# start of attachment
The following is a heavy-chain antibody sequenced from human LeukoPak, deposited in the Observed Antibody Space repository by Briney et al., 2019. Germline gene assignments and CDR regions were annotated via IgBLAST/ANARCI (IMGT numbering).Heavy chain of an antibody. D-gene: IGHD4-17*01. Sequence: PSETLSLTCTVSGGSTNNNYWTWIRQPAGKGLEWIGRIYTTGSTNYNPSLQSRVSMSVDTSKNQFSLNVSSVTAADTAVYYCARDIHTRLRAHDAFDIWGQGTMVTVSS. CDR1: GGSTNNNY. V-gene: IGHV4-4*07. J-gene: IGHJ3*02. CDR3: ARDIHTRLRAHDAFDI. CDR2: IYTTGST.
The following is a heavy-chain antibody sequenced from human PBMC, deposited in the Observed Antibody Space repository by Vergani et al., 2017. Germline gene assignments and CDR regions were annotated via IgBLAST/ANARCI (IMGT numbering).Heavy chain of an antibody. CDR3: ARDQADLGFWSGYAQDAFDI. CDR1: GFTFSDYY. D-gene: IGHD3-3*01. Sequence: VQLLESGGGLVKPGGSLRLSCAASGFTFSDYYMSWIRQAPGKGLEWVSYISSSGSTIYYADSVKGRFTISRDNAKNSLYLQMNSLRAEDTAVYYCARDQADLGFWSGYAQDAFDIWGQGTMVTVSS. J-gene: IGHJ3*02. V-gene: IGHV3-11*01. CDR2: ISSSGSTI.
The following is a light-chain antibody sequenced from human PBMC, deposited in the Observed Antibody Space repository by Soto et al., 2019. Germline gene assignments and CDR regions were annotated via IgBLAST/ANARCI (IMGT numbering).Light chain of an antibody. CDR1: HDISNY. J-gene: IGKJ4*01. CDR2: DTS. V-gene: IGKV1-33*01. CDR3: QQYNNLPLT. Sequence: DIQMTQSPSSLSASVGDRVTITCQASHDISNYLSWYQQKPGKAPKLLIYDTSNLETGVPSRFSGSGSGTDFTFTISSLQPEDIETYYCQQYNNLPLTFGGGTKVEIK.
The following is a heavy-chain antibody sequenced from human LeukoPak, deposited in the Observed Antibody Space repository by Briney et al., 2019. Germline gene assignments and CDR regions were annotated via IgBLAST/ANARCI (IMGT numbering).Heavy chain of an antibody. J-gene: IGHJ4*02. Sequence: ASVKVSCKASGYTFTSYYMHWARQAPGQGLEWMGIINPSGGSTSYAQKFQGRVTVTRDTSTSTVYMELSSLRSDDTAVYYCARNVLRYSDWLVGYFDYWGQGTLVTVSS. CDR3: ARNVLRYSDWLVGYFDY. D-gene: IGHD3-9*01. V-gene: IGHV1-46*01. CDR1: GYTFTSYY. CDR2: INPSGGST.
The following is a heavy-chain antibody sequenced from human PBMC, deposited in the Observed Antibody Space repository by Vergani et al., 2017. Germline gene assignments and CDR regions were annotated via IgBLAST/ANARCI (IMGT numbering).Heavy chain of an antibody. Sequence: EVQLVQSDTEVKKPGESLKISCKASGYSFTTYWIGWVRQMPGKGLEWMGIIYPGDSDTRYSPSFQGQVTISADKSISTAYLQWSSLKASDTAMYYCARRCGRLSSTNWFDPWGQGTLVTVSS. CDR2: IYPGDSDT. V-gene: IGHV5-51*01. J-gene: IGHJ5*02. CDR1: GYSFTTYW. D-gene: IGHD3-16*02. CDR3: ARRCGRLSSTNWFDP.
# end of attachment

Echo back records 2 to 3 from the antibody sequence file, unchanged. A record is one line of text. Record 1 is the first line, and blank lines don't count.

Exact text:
The following is a heavy-chain antibody sequenced from human PBMC, deposited in the Observed Antibody Space repository by Vergani et al., 2017. Germline gene assignments and CDR regions were annotated via IgBLAST/ANARCI (IMGT numbering).Heavy chain of an antibody. CDR3: ARDQADLGFWSGYAQDAFDI. CDR1: GFTFSDYY. D-gene: IGHD3-3*01. Sequence: VQLLESGGGLVKPGGSLRLSCAASGFTFSDYYMSWIRQAPGKGLEWVSYISSSGSTIYYADSVKGRFTISRDNAKNSLYLQMNSLRAEDTAVYYCARDQADLGFWSGYAQDAFDIWGQGTMVTVSS. J-gene: IGHJ3*02. V-gene: IGHV3-11*01. CDR2: ISSSGSTI.
The following is a light-chain antibody sequenced from human PBMC, deposited in the Observed Antibody Space repository by Soto et al., 2019. Germline gene assignments and CDR regions were annotated via IgBLAST/ANARCI (IMGT numbering).Light chain of an antibody. CDR1: HDISNY. J-gene: IGKJ4*01. CDR2: DTS. V-gene: IGKV1-33*01. CDR3: QQYNNLPLT. Sequence: DIQMTQSPSSLSASVGDRVTITCQASHDISNYLSWYQQKPGKAPKLLIYDTSNLETGVPSRFSGSGSGTDFTFTISSLQPEDIETYYCQQYNNLPLTFGGGTKVEIK.